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The Filth of Lucre: Trump’s Presidency

The American people should rise in condemnation, scorn, ridicule, at what has happened to its government and leadership. Super-wealth has become a political factor in guiding and planning policy, carrying a vision of destruction to the pillars of a democratic society in fulfillment of class interests and selfish contempt for the needs of others. America has never witnessed barbarism of such proportions before, a single-minded obsession with riches, which has been translated into power in a self-enclosed process of capital accumulation via the nymphomaniacal pursuit of opportunity, profit, possessiveness.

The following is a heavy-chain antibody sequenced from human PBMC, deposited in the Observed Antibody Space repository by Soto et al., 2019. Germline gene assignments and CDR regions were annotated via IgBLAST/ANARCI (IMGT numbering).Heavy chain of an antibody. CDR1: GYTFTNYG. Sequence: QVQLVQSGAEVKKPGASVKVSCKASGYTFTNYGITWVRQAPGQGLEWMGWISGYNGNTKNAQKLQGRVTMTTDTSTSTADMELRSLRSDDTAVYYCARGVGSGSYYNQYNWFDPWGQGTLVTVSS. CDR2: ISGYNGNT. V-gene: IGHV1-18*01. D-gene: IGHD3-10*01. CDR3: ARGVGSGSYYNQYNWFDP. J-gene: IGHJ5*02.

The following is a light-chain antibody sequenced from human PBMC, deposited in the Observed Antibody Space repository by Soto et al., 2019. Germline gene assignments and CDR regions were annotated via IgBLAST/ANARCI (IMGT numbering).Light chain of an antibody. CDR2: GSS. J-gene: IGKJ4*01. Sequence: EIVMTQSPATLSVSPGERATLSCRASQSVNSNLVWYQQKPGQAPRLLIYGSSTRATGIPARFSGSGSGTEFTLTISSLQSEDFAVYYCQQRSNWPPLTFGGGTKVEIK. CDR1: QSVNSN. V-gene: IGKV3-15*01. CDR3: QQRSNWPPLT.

Webster’s Ninth Collegiate defines filth as, among other things, moral corruption or defilement, and lucre, as monetary gain, a far better moral indictment of Trump’s transmogrification of the commonweal than anything offered thus far by the Democrats and the millions of Americans who elected and still praise him. Godliness and riches form an organic bond. Sean Spicer, the White House press secretary, said it best: “I think one of the really interesting things that people are going to see today—and I think it is something that should be celebrated—is that the president has brought a lot of people into this administration, and this White House in particular, who have been very blessed and very successful.” It is blessed (Webster’s, to hallow or consecrate by religious rite or word; to invoke divine care for) to be successful, conversely, successful to be blessed—a Trumpian self-righteous bowdlerization of humanistic ethics, not to say that of religious values and social teachings.